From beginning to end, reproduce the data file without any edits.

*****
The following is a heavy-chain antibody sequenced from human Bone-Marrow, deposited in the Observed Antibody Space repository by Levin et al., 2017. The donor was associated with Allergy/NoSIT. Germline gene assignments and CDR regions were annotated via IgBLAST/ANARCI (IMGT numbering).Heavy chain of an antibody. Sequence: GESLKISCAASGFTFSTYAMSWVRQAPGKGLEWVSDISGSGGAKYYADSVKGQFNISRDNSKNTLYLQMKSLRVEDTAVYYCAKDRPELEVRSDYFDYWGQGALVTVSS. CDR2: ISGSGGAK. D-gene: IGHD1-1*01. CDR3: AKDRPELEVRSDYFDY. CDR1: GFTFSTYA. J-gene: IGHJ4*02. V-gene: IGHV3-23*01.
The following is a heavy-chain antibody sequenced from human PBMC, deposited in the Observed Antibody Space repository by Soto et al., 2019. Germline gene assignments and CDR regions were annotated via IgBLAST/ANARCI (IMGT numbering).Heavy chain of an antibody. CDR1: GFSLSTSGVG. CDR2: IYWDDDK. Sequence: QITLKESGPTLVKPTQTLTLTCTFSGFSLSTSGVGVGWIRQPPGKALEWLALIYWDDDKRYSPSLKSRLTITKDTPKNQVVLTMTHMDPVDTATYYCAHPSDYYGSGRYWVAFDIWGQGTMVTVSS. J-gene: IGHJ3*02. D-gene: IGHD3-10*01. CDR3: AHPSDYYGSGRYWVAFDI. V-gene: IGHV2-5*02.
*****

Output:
The following is a heavy-chain antibody sequenced from human Bone-Marrow, deposited in the Observed Antibody Space repository by Levin et al., 2017. The donor was associated with Allergy/NoSIT. Germline gene assignments and CDR regions were annotated via IgBLAST/ANARCI (IMGT numbering).Heavy chain of an antibody. Sequence: GESLKISCAASGFTFSTYAMSWVRQAPGKGLEWVSDISGSGGAKYYADSVKGQFNISRDNSKNTLYLQMKSLRVEDTAVYYCAKDRPELEVRSDYFDYWGQGALVTVSS. CDR2: ISGSGGAK. D-gene: IGHD1-1*01. CDR3: AKDRPELEVRSDYFDY. CDR1: GFTFSTYA. J-gene: IGHJ4*02. V-gene: IGHV3-23*01.
The following is a heavy-chain antibody sequenced from human PBMC, deposited in the Observed Antibody Space repository by Soto et al., 2019. Germline gene assignments and CDR regions were annotated via IgBLAST/ANARCI (IMGT numbering).Heavy chain of an antibody. CDR1: GFSLSTSGVG. CDR2: IYWDDDK. Sequence: QITLKESGPTLVKPTQTLTLTCTFSGFSLSTSGVGVGWIRQPPGKALEWLALIYWDDDKRYSPSLKSRLTITKDTPKNQVVLTMTHMDPVDTATYYCAHPSDYYGSGRYWVAFDIWGQGTMVTVSS. J-gene: IGHJ3*02. D-gene: IGHD3-10*01. CDR3: AHPSDYYGSGRYWVAFDI. V-gene: IGHV2-5*02.